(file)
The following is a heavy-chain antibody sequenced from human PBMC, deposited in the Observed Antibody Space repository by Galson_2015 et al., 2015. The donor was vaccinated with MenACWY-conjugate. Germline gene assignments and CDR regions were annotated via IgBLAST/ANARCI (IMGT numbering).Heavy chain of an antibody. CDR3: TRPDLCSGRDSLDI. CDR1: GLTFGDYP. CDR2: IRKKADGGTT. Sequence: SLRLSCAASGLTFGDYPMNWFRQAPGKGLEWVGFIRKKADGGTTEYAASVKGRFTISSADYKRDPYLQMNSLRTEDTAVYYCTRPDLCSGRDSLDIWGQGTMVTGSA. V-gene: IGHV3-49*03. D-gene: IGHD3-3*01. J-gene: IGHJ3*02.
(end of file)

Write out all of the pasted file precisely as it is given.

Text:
The following is a heavy-chain antibody sequenced from human PBMC, deposited in the Observed Antibody Space repository by Galson_2015 et al., 2015. The donor was vaccinated with MenACWY-conjugate. Germline gene assignments and CDR regions were annotated via IgBLAST/ANARCI (IMGT numbering).Heavy chain of an antibody. CDR3: TRPDLCSGRDSLDI. CDR1: GLTFGDYP. CDR2: IRKKADGGTT. Sequence: SLRLSCAASGLTFGDYPMNWFRQAPGKGLEWVGFIRKKADGGTTEYAASVKGRFTISSADYKRDPYLQMNSLRTEDTAVYYCTRPDLCSGRDSLDIWGQGTMVTGSA. V-gene: IGHV3-49*03. D-gene: IGHD3-3*01. J-gene: IGHJ3*02.